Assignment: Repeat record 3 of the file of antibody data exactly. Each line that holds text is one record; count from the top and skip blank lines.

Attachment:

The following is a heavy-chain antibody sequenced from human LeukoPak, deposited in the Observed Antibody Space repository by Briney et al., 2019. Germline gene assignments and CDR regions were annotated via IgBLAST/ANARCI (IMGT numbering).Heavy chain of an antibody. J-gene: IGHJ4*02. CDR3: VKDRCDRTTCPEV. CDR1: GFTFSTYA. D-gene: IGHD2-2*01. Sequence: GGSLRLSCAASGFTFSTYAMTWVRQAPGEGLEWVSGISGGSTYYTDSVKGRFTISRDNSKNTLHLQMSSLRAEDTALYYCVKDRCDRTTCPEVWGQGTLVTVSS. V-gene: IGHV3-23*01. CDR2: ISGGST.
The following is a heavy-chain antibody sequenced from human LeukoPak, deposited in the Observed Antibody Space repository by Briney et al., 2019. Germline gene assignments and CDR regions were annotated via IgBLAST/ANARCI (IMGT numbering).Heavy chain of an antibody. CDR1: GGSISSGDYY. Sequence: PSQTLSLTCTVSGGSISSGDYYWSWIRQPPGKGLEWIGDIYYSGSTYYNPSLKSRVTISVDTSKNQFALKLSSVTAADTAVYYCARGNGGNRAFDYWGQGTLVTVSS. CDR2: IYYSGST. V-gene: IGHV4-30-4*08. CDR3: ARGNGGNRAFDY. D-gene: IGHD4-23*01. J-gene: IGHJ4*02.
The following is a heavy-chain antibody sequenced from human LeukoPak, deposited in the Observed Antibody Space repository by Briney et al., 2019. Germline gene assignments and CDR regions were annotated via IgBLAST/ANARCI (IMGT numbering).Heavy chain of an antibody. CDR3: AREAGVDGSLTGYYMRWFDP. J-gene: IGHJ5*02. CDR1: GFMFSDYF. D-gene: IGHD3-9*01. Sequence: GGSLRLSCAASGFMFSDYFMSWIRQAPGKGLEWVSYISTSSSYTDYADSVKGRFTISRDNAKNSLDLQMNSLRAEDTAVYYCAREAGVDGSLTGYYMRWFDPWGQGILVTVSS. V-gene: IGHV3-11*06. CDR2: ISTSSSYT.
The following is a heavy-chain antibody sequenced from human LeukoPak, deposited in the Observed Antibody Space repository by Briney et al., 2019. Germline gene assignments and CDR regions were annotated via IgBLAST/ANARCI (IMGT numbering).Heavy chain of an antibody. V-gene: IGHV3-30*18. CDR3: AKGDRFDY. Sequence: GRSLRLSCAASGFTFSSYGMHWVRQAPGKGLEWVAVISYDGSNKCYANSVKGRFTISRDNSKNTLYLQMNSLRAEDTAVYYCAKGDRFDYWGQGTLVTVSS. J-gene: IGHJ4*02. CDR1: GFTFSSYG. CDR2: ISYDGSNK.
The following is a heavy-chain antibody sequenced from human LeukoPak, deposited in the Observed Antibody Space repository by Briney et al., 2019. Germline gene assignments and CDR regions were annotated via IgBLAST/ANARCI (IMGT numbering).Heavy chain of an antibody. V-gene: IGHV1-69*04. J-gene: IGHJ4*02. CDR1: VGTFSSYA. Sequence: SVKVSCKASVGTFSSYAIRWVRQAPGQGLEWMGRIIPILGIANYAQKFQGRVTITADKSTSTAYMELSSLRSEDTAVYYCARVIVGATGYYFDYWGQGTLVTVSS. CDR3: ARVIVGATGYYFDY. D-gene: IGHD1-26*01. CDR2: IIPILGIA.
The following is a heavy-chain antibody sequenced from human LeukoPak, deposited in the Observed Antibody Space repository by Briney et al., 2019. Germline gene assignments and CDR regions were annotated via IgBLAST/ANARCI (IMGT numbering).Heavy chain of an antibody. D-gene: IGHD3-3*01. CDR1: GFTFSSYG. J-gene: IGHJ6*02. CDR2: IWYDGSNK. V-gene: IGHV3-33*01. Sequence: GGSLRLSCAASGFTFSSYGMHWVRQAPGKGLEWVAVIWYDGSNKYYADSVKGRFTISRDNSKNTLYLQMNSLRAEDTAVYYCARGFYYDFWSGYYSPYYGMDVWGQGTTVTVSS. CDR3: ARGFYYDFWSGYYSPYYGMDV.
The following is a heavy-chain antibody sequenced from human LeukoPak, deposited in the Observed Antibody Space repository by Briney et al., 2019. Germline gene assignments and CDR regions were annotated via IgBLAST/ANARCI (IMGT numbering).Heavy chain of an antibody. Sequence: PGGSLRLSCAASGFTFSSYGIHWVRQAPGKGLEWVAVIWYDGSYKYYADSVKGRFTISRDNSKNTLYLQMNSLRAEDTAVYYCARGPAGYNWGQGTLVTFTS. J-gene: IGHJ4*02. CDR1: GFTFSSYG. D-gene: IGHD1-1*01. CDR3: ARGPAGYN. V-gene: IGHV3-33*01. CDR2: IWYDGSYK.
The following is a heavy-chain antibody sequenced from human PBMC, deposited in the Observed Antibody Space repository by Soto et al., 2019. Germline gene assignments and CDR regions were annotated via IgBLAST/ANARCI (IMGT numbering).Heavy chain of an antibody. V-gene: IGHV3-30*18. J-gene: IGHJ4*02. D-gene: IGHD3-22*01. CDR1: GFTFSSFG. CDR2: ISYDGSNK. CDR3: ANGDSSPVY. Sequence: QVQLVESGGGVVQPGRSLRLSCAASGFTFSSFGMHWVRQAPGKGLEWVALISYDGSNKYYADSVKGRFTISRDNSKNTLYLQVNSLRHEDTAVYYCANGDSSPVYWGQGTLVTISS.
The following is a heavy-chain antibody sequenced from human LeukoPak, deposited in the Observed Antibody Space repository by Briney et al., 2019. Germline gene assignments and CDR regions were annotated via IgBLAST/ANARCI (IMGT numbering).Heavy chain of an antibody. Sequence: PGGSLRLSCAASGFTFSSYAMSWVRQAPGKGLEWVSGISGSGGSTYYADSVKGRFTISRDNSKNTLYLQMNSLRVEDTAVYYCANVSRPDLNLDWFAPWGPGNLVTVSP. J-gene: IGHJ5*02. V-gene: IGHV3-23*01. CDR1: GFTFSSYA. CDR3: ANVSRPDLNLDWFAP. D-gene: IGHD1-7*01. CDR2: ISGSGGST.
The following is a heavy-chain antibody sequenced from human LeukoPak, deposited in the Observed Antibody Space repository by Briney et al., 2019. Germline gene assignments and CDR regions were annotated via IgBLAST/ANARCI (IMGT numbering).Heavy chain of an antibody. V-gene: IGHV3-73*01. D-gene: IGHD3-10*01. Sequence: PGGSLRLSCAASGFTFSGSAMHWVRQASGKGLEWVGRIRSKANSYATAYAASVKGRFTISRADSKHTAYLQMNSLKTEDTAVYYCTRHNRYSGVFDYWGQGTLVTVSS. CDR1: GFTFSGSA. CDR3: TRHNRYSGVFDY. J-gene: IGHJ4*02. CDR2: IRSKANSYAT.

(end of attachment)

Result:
The following is a heavy-chain antibody sequenced from human LeukoPak, deposited in the Observed Antibody Space repository by Briney et al., 2019. Germline gene assignments and CDR regions were annotated via IgBLAST/ANARCI (IMGT numbering).Heavy chain of an antibody. CDR3: AREAGVDGSLTGYYMRWFDP. J-gene: IGHJ5*02. CDR1: GFMFSDYF. D-gene: IGHD3-9*01. Sequence: GGSLRLSCAASGFMFSDYFMSWIRQAPGKGLEWVSYISTSSSYTDYADSVKGRFTISRDNAKNSLDLQMNSLRAEDTAVYYCAREAGVDGSLTGYYMRWFDPWGQGILVTVSS. V-gene: IGHV3-11*06. CDR2: ISTSSSYT.